Ming Altar Table with Heavenly Stallions Carvings

15th c; Sophora (Huai) framework, cypress and miscellaneous wood side panels; rare “Heavenly Stallions” carvings;  Shanxi.
36” h x 51” w x 17” d

Condition of the table when found

This table is special due to its age and because it is made of an extinct wood, the Sophora.  This wood  is very dense due to the tree’s extreme slow growth; since it also naturally resists moisture and insect damage, it was the wood of choice as furniture building material during the Yuan and Ming dynasties.  Its over-use caused the demise of this wood by the end of the Ming period.

The top of this table is made of a single plank of Sophora.  It has molded everted ends showing hand-hammered boss-head nails, which are also found on the frame of the drawers front.  The two drawer front panels have deep relief carvings of the mythical Heavenly Stallions galloping across waves and through clouds.  The three panels below have openwork carvings of floral and flourishing leafage motifs.  These motifs have a distinctive provincial flavor reflecting the culture of the northern nomadic minorities which populated China during the Yuan dynasty and influence artwork during the early Ming period.  These nomads were used to things in nature like flowers and grass, birds and small animals, and often used them as motifs.  They also have a special relationship with their horses as they roam the land for grass and water to nourish their herds, or at war.  “Heavenly Stallions”, however, are rarely seen as a decorative motif on furniture.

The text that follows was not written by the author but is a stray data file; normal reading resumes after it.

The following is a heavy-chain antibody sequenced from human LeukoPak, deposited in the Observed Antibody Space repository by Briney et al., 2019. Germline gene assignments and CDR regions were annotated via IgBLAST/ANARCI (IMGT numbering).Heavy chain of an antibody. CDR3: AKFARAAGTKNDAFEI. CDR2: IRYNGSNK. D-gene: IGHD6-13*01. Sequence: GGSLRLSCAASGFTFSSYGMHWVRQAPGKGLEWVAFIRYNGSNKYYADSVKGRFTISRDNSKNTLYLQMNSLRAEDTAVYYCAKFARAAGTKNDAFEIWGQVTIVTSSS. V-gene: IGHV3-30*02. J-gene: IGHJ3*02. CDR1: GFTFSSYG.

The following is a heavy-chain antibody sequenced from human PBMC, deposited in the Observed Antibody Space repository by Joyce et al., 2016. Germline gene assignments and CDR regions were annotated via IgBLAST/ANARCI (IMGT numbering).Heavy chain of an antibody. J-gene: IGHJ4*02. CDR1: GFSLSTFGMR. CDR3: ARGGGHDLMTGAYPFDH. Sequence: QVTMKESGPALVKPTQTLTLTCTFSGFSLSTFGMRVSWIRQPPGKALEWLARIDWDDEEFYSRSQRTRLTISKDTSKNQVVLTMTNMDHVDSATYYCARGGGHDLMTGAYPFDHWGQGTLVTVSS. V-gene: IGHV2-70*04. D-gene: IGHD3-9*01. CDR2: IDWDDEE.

The drawer fronts retain original hasp plates that can secure the drawers by attaching the hasps to rings on the frame member below the drawers.  The locks are missing.  The front legs of this table are molded and are tenoned through to the table top.  The front spandrels have carvings of flourishing leafage motif.  The back legs and small spandrels are plain.  The lower part of the back legs have been replaced due to severe rotting from sitting on muddy floors of warehouses.  The sides have two stretchers spanning the legs.

The piece was found with a greyish worn patina of old age and neglect. The luster of the wood was restored after the piece was cleaned and polished with an application of the natural “lac” from the lacquer trees that flourished in Shanxi.  The lac not only restored the luster of the wood, it also helps to preserve the wood.

Price: Price on request